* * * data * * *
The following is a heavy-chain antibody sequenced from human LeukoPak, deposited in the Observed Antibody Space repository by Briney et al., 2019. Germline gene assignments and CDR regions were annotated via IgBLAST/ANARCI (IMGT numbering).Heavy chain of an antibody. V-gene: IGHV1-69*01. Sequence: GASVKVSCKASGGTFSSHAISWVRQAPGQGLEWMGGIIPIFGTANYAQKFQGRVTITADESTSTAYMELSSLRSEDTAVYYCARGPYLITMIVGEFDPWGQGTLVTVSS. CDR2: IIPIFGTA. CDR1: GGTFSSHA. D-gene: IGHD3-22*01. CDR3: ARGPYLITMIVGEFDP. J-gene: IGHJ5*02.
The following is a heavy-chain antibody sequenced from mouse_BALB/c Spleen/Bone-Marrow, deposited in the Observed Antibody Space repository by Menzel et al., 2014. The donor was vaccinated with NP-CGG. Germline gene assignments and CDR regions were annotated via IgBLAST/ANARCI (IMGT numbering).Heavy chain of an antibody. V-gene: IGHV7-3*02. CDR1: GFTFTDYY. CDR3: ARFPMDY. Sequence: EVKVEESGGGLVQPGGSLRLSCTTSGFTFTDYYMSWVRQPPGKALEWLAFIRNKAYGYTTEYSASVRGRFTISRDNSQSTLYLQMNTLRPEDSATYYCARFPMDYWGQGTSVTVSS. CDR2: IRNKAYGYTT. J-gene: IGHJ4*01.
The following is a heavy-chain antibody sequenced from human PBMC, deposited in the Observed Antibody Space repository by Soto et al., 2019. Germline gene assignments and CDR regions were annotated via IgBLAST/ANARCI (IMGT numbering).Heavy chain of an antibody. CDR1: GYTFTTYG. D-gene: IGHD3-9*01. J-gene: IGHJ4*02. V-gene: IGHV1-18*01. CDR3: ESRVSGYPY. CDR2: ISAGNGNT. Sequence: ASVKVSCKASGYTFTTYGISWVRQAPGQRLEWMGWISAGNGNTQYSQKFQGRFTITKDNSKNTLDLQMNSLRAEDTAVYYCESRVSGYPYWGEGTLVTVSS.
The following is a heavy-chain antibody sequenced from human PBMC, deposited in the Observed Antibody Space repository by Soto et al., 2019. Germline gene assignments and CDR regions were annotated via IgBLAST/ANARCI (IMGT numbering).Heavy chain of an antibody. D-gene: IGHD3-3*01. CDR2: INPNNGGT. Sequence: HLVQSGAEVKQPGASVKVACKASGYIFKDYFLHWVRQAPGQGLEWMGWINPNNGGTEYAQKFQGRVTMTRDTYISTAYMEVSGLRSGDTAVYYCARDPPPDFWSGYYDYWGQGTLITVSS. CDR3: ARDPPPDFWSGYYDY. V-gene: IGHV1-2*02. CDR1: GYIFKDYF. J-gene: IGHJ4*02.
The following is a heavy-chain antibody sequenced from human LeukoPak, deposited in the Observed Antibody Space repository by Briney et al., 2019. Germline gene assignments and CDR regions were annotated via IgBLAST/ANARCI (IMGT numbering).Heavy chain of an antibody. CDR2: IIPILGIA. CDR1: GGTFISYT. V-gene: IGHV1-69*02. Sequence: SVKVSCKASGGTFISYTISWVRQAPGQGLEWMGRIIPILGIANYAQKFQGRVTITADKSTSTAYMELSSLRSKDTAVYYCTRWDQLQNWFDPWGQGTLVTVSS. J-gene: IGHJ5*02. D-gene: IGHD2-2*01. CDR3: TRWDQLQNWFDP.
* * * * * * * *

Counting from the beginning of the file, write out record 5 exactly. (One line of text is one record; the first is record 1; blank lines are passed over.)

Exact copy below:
The following is a heavy-chain antibody sequenced from human LeukoPak, deposited in the Observed Antibody Space repository by Briney et al., 2019. Germline gene assignments and CDR regions were annotated via IgBLAST/ANARCI (IMGT numbering).Heavy chain of an antibody. CDR2: IIPILGIA. CDR1: GGTFISYT. V-gene: IGHV1-69*02. Sequence: SVKVSCKASGGTFISYTISWVRQAPGQGLEWMGRIIPILGIANYAQKFQGRVTITADKSTSTAYMELSSLRSKDTAVYYCTRWDQLQNWFDPWGQGTLVTVSS. J-gene: IGHJ5*02. D-gene: IGHD2-2*01. CDR3: TRWDQLQNWFDP.